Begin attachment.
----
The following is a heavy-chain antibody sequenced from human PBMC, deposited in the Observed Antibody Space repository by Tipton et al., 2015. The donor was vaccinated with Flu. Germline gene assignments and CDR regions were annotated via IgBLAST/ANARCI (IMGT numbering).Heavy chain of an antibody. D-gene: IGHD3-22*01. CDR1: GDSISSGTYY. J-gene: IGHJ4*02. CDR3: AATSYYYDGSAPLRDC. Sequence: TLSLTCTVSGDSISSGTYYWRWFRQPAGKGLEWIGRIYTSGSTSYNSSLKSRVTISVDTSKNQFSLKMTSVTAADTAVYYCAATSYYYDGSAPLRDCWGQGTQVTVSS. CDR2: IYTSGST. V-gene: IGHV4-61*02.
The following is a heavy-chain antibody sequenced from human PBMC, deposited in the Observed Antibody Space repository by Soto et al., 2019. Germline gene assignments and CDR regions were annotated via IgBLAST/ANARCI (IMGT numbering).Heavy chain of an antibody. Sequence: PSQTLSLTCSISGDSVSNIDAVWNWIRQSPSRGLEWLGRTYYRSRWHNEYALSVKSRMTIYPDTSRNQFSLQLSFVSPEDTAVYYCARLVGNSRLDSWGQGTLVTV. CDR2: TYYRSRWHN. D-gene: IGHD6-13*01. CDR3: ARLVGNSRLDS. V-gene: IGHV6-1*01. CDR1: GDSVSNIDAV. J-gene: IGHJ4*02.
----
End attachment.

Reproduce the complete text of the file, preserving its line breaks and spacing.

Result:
The following is a heavy-chain antibody sequenced from human PBMC, deposited in the Observed Antibody Space repository by Tipton et al., 2015. The donor was vaccinated with Flu. Germline gene assignments and CDR regions were annotated via IgBLAST/ANARCI (IMGT numbering).Heavy chain of an antibody. D-gene: IGHD3-22*01. CDR1: GDSISSGTYY. J-gene: IGHJ4*02. CDR3: AATSYYYDGSAPLRDC. Sequence: TLSLTCTVSGDSISSGTYYWRWFRQPAGKGLEWIGRIYTSGSTSYNSSLKSRVTISVDTSKNQFSLKMTSVTAADTAVYYCAATSYYYDGSAPLRDCWGQGTQVTVSS. CDR2: IYTSGST. V-gene: IGHV4-61*02.
The following is a heavy-chain antibody sequenced from human PBMC, deposited in the Observed Antibody Space repository by Soto et al., 2019. Germline gene assignments and CDR regions were annotated via IgBLAST/ANARCI (IMGT numbering).Heavy chain of an antibody. Sequence: PSQTLSLTCSISGDSVSNIDAVWNWIRQSPSRGLEWLGRTYYRSRWHNEYALSVKSRMTIYPDTSRNQFSLQLSFVSPEDTAVYYCARLVGNSRLDSWGQGTLVTV. CDR2: TYYRSRWHN. D-gene: IGHD6-13*01. CDR3: ARLVGNSRLDS. V-gene: IGHV6-1*01. CDR1: GDSVSNIDAV. J-gene: IGHJ4*02.